Famine: Corn-bustion

Work In Progress

In a year when the economic crisis is very much latent, the Indonesian government is aggressively allocating its funds to the food estate program. In short, it is a food storage heralded as the country’s food supply in the case of crisis. However, in practice, the aroma of colonialism a la cultuurstelsel, which was done by the Dutch during its occupancy of Indonesia, shows its traces. “Forced” renting and planting are reintroduced. The president asked thousands of village heads to negotiate with farmers and land owners, which pressured them not to refuse, “for the sake of the homeland”. Exasperatingly, instead of the farmers themselves, the military is appointed to cultivate the agricultural lands.

Corn, to the Indonesian people, is the symbol of survival amidst poverty – a symbol of hunger. Corn was once a political tool for several previous Indonesian presidents used to alleviate people’s tension over an ongoing crisis. 

Prior to the Green Revolution of Indonesia, paddy rice was an expensive and exclusive crop. Most of the people who resided in the eastern part of Indonesia consumed corn instead of paddy rice. Corn rice is the staple food of the poor here, especially in areas where the terrains are too dry and not suitable for paddy.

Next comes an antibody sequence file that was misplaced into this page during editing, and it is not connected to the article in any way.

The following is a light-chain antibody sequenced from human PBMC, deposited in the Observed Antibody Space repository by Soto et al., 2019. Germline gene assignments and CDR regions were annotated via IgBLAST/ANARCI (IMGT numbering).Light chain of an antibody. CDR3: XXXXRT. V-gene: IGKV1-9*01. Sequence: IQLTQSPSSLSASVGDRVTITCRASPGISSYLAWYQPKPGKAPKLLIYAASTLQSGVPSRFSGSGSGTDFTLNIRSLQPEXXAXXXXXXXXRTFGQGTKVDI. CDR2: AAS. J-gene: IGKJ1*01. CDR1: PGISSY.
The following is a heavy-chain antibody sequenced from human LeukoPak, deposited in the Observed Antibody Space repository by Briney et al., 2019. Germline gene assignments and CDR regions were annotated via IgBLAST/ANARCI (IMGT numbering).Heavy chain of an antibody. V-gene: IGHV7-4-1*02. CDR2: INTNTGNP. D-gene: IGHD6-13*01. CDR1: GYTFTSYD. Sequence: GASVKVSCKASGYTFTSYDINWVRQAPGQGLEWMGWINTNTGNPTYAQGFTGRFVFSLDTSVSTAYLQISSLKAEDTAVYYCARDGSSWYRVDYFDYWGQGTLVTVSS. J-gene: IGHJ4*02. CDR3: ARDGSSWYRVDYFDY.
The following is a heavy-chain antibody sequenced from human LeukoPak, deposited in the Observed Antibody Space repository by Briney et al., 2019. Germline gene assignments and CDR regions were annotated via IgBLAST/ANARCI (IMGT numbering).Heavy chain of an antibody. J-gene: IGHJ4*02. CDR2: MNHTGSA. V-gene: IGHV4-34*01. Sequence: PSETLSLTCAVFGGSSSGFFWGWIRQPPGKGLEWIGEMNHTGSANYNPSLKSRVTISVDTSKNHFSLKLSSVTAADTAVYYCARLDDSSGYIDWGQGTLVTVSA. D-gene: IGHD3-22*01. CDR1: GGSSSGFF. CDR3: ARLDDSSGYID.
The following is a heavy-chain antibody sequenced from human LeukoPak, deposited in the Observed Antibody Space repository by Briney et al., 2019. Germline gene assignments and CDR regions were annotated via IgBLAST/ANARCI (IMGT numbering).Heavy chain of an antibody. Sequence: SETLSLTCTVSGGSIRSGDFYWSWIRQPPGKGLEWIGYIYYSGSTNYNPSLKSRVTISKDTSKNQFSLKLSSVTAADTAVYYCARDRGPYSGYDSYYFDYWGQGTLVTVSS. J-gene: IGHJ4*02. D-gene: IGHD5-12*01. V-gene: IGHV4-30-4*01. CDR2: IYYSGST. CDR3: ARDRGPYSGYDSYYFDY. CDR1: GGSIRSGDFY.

The biofuel practice is like opening the door to continuous social inequality. Third-world countries will only be an evergreen land for the rich to invest their money, while hunger is never really solved here. 

Observing the phenomenon of biofuels – the combustion of corn and driving cars – leads us to re-evaluate the welfare of humans and nature. Has mobility become much more valuable than hunger? Is mobility created only through the act of combustion? In fact, the mobility of the minds of the poor (historical materialism) to process corn into staple food has brought us a better standard of living. The corn we eat makes us move our bones and joints.